Many providers enter medicine to comfort patients and their loved ones. However, much of what I do doesn’t live up to that intention. In the past few months and particularly the past few weeks, I’ve spent most of my afternoons making little difference in the course of my patients’ hospital stays, and instead of having multiple conversations with the loved ones of these ill patients, providing daily updates, reiterating expectations for prognosis, and visiting goals of care.
As a medical student, I evaded difficult conversations and deferred the delivery of frightening, unwelcome news to the real doctors on my team. I wanted to be a positive force in the patient’s hospitalization. In the first few months of residency, I instinctively shrunk back when the moment arose to inform loved ones of a patient’s deterioration: “We don’t believe that she will make further neurological improvement, or your mother may die tonight.” I would hover by my senior to see how the information was delivered.
Delivering bad news does not carry the same catharsis of gratitude or relief as a conversation about patient recovery or improvement; however, there is a different emotional investment in the conversation. The heaviest are my conversations about patients who have experienced a complicated course or irreversible and catastrophic insults, setting them on a declining path that medical therapy cannot change. It is hard for loved ones to understand the course of events and accept discouraging expectations. It feels uncomfortable to impress the same dismal words repeatedly when these loved ones ask the same questions: “I don’t understand why or why this is happening now?”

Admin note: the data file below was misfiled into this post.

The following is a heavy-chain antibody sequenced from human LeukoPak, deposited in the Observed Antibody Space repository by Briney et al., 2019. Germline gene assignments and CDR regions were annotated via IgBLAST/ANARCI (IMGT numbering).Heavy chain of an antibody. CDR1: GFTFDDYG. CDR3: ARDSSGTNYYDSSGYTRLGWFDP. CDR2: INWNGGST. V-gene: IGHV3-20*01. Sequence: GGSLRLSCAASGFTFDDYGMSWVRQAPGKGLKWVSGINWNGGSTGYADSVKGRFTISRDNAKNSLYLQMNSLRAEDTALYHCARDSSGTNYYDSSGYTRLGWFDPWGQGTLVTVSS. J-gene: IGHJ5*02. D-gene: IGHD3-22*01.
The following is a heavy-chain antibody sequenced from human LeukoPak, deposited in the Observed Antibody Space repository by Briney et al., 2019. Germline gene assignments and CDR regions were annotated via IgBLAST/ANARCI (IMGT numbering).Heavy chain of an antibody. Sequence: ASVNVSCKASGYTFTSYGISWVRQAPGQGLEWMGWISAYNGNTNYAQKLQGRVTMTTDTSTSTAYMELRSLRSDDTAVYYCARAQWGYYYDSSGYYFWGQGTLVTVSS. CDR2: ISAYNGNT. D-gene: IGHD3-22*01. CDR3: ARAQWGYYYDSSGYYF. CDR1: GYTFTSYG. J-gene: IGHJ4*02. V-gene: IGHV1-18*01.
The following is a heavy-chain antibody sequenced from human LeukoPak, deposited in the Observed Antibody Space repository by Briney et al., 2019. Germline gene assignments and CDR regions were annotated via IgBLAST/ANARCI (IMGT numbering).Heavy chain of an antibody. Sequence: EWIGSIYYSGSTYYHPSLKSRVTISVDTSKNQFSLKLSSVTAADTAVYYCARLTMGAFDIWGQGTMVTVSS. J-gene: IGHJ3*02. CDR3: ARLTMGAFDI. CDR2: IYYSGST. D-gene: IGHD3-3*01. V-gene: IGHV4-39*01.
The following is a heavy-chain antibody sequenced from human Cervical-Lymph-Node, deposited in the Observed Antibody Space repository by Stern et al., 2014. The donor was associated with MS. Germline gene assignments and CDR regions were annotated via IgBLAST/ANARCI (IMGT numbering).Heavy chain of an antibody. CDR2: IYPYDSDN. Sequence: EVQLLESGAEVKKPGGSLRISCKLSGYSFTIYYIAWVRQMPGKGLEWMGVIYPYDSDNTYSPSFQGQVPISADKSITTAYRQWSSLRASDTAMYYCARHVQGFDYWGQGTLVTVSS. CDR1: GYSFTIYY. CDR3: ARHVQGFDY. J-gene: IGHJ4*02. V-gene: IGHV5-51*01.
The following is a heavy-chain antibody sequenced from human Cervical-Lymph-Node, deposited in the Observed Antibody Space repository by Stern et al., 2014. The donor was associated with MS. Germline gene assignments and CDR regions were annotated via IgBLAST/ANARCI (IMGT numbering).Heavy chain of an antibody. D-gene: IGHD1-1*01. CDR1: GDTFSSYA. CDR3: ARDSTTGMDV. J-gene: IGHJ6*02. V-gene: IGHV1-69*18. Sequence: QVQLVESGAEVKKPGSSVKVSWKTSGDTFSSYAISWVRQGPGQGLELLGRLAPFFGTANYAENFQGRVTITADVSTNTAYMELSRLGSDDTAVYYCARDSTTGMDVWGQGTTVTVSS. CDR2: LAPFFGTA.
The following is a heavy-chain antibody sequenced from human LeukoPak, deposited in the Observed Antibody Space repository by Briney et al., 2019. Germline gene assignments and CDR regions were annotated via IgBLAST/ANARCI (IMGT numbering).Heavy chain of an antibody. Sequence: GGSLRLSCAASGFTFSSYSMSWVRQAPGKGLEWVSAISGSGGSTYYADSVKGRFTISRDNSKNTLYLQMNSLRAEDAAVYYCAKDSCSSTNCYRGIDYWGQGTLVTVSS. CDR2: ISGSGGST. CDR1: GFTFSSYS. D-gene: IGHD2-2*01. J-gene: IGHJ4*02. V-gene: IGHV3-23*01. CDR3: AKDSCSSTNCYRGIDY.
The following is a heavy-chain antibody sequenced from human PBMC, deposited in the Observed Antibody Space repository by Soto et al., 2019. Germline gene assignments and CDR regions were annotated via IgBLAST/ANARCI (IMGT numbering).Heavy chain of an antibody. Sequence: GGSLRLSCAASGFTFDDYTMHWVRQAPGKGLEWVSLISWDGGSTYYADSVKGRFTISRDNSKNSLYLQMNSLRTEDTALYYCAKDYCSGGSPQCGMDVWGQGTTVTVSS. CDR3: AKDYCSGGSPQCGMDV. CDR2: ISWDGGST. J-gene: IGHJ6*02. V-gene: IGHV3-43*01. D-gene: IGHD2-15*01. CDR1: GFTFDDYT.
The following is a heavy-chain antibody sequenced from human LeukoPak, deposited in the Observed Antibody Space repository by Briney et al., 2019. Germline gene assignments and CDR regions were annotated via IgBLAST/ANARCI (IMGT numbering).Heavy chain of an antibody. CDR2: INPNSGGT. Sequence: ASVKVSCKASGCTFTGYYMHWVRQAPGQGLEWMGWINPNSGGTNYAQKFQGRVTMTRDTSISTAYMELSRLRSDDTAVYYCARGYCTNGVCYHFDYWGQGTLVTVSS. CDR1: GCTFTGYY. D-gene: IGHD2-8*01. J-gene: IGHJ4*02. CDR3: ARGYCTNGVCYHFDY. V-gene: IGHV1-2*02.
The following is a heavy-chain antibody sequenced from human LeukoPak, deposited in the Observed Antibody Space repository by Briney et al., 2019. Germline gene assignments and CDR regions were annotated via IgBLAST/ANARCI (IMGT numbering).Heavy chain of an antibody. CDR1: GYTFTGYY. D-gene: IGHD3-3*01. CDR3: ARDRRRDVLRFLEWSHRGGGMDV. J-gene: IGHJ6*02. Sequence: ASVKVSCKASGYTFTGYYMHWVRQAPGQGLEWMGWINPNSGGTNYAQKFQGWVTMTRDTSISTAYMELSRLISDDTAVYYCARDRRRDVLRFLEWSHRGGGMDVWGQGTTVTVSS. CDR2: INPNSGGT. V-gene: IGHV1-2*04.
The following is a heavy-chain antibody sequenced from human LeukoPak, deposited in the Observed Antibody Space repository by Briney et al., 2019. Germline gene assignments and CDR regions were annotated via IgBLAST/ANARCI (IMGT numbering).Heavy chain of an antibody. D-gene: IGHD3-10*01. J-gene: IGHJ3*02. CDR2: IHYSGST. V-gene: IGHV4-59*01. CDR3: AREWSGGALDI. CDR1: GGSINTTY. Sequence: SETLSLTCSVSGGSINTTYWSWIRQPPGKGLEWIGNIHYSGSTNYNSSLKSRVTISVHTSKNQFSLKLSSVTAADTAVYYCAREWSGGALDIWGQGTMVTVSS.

I might reiterate the same conversation daily with family members because the truth can be so unpalatable to grasp. Occasionally, loved ones even evade my communication in what I assume is paralysis of fear or indecision. Even seasoned physicians struggle with helping family members come to terms with the prognosis and limitations of medicine.
Yet, we must pursue these conversations regardless. From my limited experience thus far, a family member has never answered my call and said, “Sorry, can you please call back at a more convenient time.”
If I am calling during my work hours, the receiver is likely also at work and putting aside other tasks to hear the message. The update or explanation I give might be shared amongst multiple loved ones that day. Sometimes, after I break upsetting news to a hopeful recipient, the reverberation of that impact will ricochet back to me. Another family member will call to hear the information for themselves because so-and-so heard such terrible news from the doctor and is devastated.
I hope that the meetings and calls benefit these loved ones, who are often burdened with terrible decision-making responsibilities as they watch a friend or family member decline. Health care proxies and next of kins may feel cornered, making critical choices with a fear of regret if whole parties aren’t in agreement. I hope they can be as emotionally prepared as possible for realistic outcomes. Perhaps by bracing their expectations, we can minimize the pain they and the patient will ultimately experience.
I wonder about the impact of these conversations after-the-fact. After some conversations, I questioned if the family perhaps walked away with unreasonable hope because I did not adequately convey the severity of the situation. Then after other conversations, I consider if I was too harsh and painted too grim an image for families already disheartened. With experience, I can hopefully achieve finesse in conveying both transparency and support in situations when medicine’s comforts and utility become limited in the last chapters of a patient’s life.
Samantha Cheng is a medical student.
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